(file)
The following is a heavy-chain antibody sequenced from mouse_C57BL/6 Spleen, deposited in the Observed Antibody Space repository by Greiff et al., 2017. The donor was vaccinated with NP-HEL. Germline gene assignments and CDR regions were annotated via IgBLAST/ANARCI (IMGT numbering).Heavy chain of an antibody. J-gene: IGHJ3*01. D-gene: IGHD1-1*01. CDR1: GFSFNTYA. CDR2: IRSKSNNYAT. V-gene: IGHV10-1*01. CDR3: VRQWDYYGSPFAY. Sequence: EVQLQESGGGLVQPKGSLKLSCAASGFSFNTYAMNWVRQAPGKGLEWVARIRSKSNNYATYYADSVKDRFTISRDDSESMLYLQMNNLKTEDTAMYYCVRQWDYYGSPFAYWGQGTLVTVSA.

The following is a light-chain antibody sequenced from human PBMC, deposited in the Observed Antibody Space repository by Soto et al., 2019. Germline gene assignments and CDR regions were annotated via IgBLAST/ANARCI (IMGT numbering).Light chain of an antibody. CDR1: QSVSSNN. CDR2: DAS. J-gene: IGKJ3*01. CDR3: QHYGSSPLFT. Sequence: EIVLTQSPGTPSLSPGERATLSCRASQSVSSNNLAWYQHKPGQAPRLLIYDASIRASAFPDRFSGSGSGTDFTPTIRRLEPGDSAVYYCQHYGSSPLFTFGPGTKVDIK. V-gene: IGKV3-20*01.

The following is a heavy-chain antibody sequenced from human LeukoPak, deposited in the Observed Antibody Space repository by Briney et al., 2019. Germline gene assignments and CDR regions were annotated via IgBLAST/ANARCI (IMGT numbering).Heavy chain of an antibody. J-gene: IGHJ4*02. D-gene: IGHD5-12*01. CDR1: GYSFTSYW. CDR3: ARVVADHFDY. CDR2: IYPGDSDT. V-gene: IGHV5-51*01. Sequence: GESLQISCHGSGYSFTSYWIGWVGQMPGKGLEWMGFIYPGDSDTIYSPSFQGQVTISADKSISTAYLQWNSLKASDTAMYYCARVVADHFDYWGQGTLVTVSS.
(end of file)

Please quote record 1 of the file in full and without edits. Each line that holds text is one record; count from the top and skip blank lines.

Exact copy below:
The following is a heavy-chain antibody sequenced from mouse_C57BL/6 Spleen, deposited in the Observed Antibody Space repository by Greiff et al., 2017. The donor was vaccinated with NP-HEL. Germline gene assignments and CDR regions were annotated via IgBLAST/ANARCI (IMGT numbering).Heavy chain of an antibody. J-gene: IGHJ3*01. D-gene: IGHD1-1*01. CDR1: GFSFNTYA. CDR2: IRSKSNNYAT. V-gene: IGHV10-1*01. CDR3: VRQWDYYGSPFAY. Sequence: EVQLQESGGGLVQPKGSLKLSCAASGFSFNTYAMNWVRQAPGKGLEWVARIRSKSNNYATYYADSVKDRFTISRDDSESMLYLQMNNLKTEDTAMYYCVRQWDYYGSPFAYWGQGTLVTVSA.